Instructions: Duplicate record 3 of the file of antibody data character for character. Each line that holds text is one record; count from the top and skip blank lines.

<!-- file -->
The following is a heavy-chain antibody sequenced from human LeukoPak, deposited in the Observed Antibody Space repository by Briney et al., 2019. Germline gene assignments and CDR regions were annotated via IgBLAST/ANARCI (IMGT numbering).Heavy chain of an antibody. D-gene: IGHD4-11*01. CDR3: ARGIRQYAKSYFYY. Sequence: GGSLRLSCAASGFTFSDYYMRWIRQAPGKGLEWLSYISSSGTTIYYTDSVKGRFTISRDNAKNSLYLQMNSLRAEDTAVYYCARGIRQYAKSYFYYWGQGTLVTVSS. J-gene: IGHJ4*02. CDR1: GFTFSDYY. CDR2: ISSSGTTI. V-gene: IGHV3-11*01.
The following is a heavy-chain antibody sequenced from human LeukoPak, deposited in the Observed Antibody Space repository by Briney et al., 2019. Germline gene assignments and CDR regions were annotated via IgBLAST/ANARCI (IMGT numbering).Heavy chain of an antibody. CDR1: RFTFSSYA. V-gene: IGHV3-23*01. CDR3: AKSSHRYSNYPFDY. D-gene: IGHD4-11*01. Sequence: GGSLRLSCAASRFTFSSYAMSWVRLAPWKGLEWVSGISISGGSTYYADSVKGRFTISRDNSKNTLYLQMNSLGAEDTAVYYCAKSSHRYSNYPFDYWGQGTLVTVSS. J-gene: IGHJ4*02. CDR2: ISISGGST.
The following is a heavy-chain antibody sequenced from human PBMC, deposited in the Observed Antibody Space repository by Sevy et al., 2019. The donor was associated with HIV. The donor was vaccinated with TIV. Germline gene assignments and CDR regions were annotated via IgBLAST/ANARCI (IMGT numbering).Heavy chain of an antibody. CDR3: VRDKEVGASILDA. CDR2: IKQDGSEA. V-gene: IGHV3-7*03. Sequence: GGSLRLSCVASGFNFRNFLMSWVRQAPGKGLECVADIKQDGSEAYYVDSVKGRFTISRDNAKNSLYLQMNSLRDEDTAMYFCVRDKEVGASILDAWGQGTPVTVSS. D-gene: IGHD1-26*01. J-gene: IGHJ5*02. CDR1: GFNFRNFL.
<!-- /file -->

The following is a heavy-chain antibody sequenced from human PBMC, deposited in the Observed Antibody Space repository by Sevy et al., 2019. The donor was associated with HIV. The donor was vaccinated with TIV. Germline gene assignments and CDR regions were annotated via IgBLAST/ANARCI (IMGT numbering).Heavy chain of an antibody. CDR3: VRDKEVGASILDA. CDR2: IKQDGSEA. V-gene: IGHV3-7*03. Sequence: GGSLRLSCVASGFNFRNFLMSWVRQAPGKGLECVADIKQDGSEAYYVDSVKGRFTISRDNAKNSLYLQMNSLRDEDTAMYFCVRDKEVGASILDAWGQGTPVTVSS. D-gene: IGHD1-26*01. J-gene: IGHJ5*02. CDR1: GFNFRNFL.